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Dennis Wolf Bushyhead Collection

Identifier: WHC-M-75

Scope and Contents


Indian Chief. Correspondence, annual messages, memoirs, autobiography, proclamations, and other papers relating to political matters in which Bushyhead was involved as Principal Chief of the Cherokee Nation from 1879-1887 and as a representative to the Dawes Commission, and relating to the controversies growing out of the Cherokee Strip Livestock Association's operations.


  • Creation: 1879-1922

Restrictions on Access

On June 26, 2023, the Western History Collections began a preservation project that has made many of its collections unavailable for a period of time. This collection is among the materials temporarily unavailable. Please contact Western History Collections if you wish to be added to a contact list to be notified when this collection becomes available.

Available for public access.


.66 Cubic Feet (.66 ft.)

Language of Materials


Immediate Source of Acquisition

Papers: Source of acquisition--Unknown. Method of acquisition--Unknown; Date of acquisition--9999.


For the Cherokee people the period during which Dennis Wolfe Bushyhead served as their Principal Chief was indeed ominous. The population of non-Indian intruders on Indian soil had burgeoned in the 1880's and their demands for land were unceasing. Poised on the borders of the Cherokee Outlet stood the "Boomers," who were eagerly awaiting the day when Cherokee lands would be opened. In the United States Congress a new movement to divide up the reservation among its people was gaining wide support. Not since the removal period did Cherokees face greater demands for them to relinquish title to their lands. Bushyhead was born in Tennessee March 18, 1826. His father, the Rev. Jesse Bushyhead, was one of the earliest Baptist missionaries among the Cherokee people. His mother, Eliza Wilkinson, was a Cherokee woman from Georgia. Bushyhead attended mission schools in Tennessee and North Carolina. In 1838 he and his family followed the "nunadat-sunyi" -- trail where they cried -- to the Indian Territory. Bushyhead's education, although broken, was thoroughly imbued with Protestant ideals. He finished his secondary schooling under missionaries at Park Hill, near Tahlequah. In 1840 he was sent to college in New Jersey. After completing his education in 1844, Bushyhead returned to the Cherokee Nation and established a mercantile business. A short time later he began to dabble in politics. In 1848 he was elected clerk of the Cherokee National Committee. His political ambitions were cut short the very next year, for the lust for California gold had overcome his ardent Cherokee nationalism. He spent the next 18 years in California, returning to the Cherokee Nation in 1868. Bushyhead renewed both his mercantile business and his political aspirations. In 1871 he was elected treasurer of the Cherokee Nation. He held that position for eight years. Bushyhead was elected Principal Chief in fall of 1879. For the next eight years Bushyhead served as Chief. He was accredited with freeing the Nation from debt and bringing its currency to par with that of the United States. His eloquence before Congress and his writing abilities were said to have been a great factor in the exemption of the Five Civilized Tribes from the General Allotment Act of 1887. After his two terms were completed Bushyhead continued to serve the Nation. He served as one of the three commissioners who negotiated the sale of the Cherokee Strip. Later he served as the chairman of the commission that carried on negotiations with Dawes Commission. His committee was abolished in late 1897. On February 4 of the next year he died, at the time of his death, one of the Nation's most respected elder statesmen. Bushyhead's papers, in the Western History Collections at the University of Oklahoma, consist primarily of documents written while he served as Principal Chief. Although not definitive in a single area, the papers provide a view of the Chief's relations with the National Council. His ideas were in tune with the "Progressive" era in the United States. During his tenure in office he recommended gun control laws, medical practice standards, control of drugs and strict prohibition. In addition to his executive correspondence and speeches, there are a number of editorials clipped from contemporary newspapers. These contain information concerning the Chief's allies and opposition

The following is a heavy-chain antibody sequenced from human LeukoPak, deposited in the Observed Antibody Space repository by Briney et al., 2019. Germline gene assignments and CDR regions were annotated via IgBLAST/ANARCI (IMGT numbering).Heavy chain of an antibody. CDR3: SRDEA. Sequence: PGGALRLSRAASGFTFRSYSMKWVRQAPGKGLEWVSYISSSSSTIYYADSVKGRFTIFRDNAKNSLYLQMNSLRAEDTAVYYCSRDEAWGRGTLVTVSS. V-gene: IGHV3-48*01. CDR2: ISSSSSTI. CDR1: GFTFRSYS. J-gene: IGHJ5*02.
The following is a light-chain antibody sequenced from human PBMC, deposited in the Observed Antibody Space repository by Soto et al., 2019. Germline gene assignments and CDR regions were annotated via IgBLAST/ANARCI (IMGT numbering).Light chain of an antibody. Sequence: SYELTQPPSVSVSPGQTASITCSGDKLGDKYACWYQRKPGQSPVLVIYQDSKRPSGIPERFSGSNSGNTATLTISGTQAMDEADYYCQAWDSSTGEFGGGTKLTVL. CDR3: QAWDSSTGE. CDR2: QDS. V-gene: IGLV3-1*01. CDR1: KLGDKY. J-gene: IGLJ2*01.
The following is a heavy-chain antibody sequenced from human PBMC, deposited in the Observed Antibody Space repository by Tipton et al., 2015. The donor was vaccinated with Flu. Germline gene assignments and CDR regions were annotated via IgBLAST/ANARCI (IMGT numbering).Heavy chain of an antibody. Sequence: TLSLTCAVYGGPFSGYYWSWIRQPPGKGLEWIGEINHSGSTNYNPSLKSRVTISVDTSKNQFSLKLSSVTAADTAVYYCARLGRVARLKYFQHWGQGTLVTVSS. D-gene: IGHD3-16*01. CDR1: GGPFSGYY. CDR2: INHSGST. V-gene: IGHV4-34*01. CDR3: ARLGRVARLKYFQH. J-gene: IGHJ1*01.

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Repository Details

Part of the Western History Collections Repository

630 Parrington Oval
Room 300
Norman Oklahoma 73019 United States